Last week a traffic accident in Turkey killed 39 immigrants mostly Afghans, on their way to Europe. In the same week, more than 40 Afghan immigrants staged a protest in an Irish cathedral threatening the authorities they would commit suicide if they were returned home. In 2002 and 2003, similar threats were given by other Afghan immigrants in Australia. Some even committed suicides, many sewed their lips in protest to the government's decision to deport them.
These immigrants travel illegally. Despite paying handsome amounts of money to traffickers, they face very dangerous situations. Facing thirst, hunger, cold, sleeplessness, long walks, they are often caught by authorities, tortured for illegal entry and deported.
You must be thinking, “These Afghans must be crazy; why, even after Afghanistan has a government and is relatively peaceful, are these people immigrating in such dangerous conditions?” The answer, as I have already pointed out in a previous post, lies in the economic, political and social conditions of Afghanistan. (See the State of Afghanistan)
With a high unemployment rate, inflation, low earnings, lack of suitable infrastructure, and a general feeling of insecurity, the people don't feel inclined to stay in that country. They can hardly support their families with their earnings in Afghanistan. Above all, they are disappointed. In my last year’s trip to Afghanistan, Abdul Qayoom, a returning refugee, told me, “We are treated like refugees in our own country,” speaking of the government’s neglect and inability to provide them shelter and other basic necessities. He continued, “We are disappointed.”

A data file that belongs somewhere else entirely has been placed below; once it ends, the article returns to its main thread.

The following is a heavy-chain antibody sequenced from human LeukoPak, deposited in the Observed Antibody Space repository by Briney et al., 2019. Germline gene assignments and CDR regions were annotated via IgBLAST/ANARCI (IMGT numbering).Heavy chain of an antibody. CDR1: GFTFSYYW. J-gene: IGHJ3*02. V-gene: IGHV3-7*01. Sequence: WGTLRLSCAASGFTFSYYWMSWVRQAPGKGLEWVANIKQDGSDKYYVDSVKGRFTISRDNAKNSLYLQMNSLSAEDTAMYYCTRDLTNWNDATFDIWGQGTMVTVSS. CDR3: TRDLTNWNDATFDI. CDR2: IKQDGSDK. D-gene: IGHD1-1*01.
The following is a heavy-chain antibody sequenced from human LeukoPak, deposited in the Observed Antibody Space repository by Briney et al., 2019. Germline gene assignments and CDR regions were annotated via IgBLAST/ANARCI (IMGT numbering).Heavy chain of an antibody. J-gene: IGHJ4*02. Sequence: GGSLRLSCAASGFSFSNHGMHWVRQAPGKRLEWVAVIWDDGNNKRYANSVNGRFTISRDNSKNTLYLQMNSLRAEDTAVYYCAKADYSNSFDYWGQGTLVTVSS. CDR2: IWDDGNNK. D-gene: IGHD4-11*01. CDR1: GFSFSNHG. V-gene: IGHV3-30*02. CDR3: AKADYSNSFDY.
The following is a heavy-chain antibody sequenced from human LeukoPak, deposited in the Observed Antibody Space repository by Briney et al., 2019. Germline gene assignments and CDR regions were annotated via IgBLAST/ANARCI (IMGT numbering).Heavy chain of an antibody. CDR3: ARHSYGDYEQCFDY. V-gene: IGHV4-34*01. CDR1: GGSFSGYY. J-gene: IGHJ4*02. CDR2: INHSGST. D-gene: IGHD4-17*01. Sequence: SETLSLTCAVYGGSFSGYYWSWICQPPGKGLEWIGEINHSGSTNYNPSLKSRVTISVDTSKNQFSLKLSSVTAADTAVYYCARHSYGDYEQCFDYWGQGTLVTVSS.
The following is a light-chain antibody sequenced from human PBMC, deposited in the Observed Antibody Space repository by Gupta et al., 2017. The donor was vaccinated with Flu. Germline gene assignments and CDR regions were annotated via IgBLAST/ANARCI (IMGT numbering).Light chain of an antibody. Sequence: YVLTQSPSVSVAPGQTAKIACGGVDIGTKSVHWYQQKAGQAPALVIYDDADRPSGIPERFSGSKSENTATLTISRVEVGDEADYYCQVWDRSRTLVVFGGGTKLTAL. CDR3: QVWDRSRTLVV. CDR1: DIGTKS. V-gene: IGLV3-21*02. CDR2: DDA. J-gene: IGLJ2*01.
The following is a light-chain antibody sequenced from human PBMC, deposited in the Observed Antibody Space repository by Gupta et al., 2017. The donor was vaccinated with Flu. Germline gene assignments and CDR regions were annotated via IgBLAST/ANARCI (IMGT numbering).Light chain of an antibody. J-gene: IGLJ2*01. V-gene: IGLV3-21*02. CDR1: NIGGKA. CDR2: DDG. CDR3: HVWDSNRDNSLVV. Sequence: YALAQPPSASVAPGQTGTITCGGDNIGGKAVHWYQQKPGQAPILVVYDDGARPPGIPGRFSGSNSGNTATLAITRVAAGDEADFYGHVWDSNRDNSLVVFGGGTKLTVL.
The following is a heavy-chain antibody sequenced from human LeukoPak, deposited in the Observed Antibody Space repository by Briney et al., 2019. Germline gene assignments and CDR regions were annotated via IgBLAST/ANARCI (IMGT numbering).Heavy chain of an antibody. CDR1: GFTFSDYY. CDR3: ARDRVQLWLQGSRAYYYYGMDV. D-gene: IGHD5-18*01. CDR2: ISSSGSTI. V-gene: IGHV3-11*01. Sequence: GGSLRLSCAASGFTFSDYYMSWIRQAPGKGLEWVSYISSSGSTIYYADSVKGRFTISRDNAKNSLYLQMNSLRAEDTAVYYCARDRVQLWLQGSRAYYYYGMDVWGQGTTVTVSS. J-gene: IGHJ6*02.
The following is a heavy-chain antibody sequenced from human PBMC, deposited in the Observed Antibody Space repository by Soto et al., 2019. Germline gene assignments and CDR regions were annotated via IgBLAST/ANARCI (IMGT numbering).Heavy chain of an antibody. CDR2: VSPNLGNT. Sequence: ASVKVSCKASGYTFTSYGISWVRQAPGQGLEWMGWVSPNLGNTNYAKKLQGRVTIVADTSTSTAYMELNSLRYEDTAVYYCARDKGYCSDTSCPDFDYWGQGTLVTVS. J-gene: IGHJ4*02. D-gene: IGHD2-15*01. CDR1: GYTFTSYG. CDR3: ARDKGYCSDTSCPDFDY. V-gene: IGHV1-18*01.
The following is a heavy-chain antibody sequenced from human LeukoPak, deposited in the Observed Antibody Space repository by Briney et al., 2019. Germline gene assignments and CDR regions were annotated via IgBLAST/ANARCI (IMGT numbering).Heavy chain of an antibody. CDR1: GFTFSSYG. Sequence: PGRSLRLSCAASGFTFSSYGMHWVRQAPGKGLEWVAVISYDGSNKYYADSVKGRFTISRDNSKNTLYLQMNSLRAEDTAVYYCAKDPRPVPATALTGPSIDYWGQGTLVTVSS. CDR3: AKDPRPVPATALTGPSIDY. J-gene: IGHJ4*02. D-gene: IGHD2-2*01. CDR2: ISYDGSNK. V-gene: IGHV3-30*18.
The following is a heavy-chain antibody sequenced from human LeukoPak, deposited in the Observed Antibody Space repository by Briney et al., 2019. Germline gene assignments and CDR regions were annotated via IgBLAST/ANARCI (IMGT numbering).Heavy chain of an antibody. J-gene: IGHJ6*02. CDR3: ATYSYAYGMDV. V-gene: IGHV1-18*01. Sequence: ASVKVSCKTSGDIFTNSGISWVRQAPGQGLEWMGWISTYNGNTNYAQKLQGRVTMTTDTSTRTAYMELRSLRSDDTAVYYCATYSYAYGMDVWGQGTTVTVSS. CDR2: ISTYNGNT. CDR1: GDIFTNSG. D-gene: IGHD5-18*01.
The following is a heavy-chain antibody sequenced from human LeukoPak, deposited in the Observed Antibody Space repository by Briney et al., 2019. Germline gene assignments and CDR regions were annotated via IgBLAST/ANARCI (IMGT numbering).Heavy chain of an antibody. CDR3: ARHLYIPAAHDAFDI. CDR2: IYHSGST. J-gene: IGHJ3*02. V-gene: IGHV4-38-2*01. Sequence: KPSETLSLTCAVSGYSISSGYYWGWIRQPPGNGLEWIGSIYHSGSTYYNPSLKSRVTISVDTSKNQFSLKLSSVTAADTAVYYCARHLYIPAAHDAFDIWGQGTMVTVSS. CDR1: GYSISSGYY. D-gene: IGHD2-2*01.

The hope that was built up in the Afghans after the Taliban’s ouster of a free, prosperous country with a better standard of living is now fading away as they realize that the Taliban and other armed groups are still at large in almost all parts of the country outside the capital Kabul and that they are increasing their control. The government they looked up to abounds with corruption and nepotism. The ISAF and American forces once considered by some as ‘friends’ are becoming abominable because of their ubiquitous tanks, patrolling on the streets causing road blockages and annoyance. Other incidents of mistreatment, rape and misuse of interpreters, villagers and other citizens are contributing towards this hard feeling and disappointment.
Consequently, a considerable number of repatriated refugees from Iran and Pakistan are now obtaining visas to go back to those countries to earn a livelihood for their families. Some, like those mentioned above, are risking their lives in a bid to earn citizenships in Europe for better lives, despite all the risks involved in the process and the prospect of deportation.
They are not crazy. They are desperate.
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